With six legs, 30 joints and a laser-guided two-metre–long robotic arm, the Crabster CR200 has built-in advantages when it comes to deep cleaning hard-to-reach mucky corners.

The giant crab robot was developed a decade ago by researchers at the Korean Institute of Ocean Science and Technology (KIOST) to inspect wrecks and scour the seafloor in tricky tidal currents. With some retooling, it will now be put to the test for the great shipping challenge of the 21st century — bringing down harmful emissions.

The Crabster, with its soon-to-be-fitted robotic arm, is just the latest iteration of a new wave of machines designed to examine and clean hulls to reduce drag and cut fuel use while limiting damage to coatings.

Reducing biological fouling is just one of myriad potential solutions to improve vessel efficiency that shipowners are considering in the absence of a clear favourite in the race to develop alternative cleaner fuels.

UK-based consultancy UMAS said the uncertainty over alternative fuels means that the industry has to focus on efficiency savings and retrofitting to start the process to cut emissions by half by 2050 based on 2008 levels — the current goal of the International Maritime Organization.

Shipping needs to improve efficiency by 40% by 2030, compared to 2018, to remain on track with ambitions to limit global warming to within 1.5C of pre-industrial levels, it said.

Green tech expert Njord, which is working with more than 40 shipowners, has a menu of some 30 to 40 different technologies and approaches that it selects from.

Typically, it suggests a package of nine different solutions tailored to a particular ship, said managing director Frederik Pind.

“Paints and propellers are the very traditional initial retrofits but we’re seeing that there’s much more that can be done.

“Most things can be done as the vessel operates — it’s a common misconception that they can’t.”

Advanced hull coatings are among the most potentially effective ways to improve a ship’s efficiency with gains of up to 10% over existing performance, according to UMAS. Keeping those coatings clean and free of hazards is where the Crabster comes in.

A team from the private oceanography research organisation based in Busan published a paper last month after testing the ability of an autonomous arm to clean a propeller.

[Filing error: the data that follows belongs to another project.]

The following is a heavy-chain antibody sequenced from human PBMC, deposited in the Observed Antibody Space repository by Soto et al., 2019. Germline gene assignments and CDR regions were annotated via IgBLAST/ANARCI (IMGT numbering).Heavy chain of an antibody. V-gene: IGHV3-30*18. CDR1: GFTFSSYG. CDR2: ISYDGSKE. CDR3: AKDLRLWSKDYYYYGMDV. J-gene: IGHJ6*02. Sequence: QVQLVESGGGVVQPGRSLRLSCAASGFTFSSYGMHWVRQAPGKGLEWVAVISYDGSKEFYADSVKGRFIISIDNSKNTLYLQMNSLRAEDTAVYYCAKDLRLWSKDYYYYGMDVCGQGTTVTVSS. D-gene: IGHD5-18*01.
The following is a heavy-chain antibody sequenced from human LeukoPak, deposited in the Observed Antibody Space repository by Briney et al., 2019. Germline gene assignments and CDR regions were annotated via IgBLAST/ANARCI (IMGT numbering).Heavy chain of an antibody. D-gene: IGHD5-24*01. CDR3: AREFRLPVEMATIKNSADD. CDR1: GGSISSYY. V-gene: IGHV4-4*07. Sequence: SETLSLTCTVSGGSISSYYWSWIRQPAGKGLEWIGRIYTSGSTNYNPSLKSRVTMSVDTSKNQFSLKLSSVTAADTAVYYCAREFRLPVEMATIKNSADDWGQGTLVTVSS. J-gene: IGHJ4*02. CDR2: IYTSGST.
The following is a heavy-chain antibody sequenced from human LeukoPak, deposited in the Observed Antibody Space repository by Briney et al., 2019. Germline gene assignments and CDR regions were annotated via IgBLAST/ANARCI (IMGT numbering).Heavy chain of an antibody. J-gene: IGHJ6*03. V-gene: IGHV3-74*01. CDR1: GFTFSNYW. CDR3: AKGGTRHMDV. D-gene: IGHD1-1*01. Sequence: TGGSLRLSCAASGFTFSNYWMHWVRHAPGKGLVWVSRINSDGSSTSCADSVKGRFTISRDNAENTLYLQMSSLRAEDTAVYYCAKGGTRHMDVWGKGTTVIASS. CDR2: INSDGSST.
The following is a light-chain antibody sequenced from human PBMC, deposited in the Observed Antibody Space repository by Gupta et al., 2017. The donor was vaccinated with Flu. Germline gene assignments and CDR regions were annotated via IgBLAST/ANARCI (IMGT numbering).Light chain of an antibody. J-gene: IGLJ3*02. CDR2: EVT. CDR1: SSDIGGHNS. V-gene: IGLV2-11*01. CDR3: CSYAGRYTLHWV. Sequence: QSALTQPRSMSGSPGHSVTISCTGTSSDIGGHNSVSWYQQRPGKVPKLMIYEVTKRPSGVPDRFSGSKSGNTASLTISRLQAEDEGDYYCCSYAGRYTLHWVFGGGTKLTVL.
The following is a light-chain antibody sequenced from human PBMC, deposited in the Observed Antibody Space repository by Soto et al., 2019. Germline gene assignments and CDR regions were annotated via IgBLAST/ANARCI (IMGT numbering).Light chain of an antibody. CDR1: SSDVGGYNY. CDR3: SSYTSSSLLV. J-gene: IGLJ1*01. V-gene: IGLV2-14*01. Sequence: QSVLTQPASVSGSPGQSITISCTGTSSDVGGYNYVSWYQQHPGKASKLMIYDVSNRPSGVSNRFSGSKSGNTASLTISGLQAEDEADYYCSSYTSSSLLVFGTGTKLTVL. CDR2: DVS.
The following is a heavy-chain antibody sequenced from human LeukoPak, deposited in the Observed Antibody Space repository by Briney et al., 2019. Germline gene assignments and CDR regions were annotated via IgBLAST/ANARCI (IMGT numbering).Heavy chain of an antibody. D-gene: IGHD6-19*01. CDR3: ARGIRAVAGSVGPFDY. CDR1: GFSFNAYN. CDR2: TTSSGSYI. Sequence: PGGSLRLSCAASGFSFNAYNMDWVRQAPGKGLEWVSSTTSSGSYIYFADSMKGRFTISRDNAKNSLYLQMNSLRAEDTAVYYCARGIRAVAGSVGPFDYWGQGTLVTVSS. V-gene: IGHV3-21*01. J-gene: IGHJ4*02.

The paper, published in the Journal of Marine Science and Engineering, found that it could clean 80% of biofouling and a similar proportion of the cleaned product was recovered to prevent contamination.

Researchers now plan to fix the robotic arm to the Crabster for further testing. Hard-to-reach areas of ships, such as rudders and propellers, currently rely on divers for cleaning.

“According to extensive literature research, hull-attached organisms are known to reduce fuel efficiency by approximately 40% and contribute to additional carbon emissions,” said Daegil Park, the lead author of the study.

Frederik Pind is managing director at Njord. Photo: Marine Money

“By performing regular hull cleaning using this robot platform, it is possible to reduce carbon emissions accordingly,” he told TradeWinds.

Compared with other hull-cleaning robots, the Crabster-fitted robot is in the early stages of development. Other cleaners are being tested by shipping companies that are set to revolutionise the market, said Pind.

The aim of the robots is to clean the hull without damaging the coating.

Game changer

“This could be a game changer if it’s effective,” he said. “We are starting to see autonomous robots that can stick to a vessel — like a lawnmower that runs around the garden doing your job.”

One non-autonomous hull-cleaning robot, the Jotun HullSkater, which is operated remotely, is currently being assessed by companies including Wallenius Wilhelmsen and MSC Mediterranean Shipping Company, said Jotun.

The cleaning operation is just one part of a five-stage operation to identify and map biofouling while it remains easy to clear.

The system includes an algorithm that incorporates AIS tracking data and oceanographic information to calculate the likely extent of fouling.

The HullSkater remains fixed to the hull through its magnetic wheels and is fitted with cameras and sensors to beam back the results to an operator, who can be anywhere in the world if there is suitable 4G coverage.

It is kept on a unit on board a ship, so it can be used when the ship is at anchor. Inspection and cleaning will take between two and eight hours, the company says.

“We believe that both decarbonisation and the protection of biodiversity begins with a clean hull, free from biofouling,” said Jotun.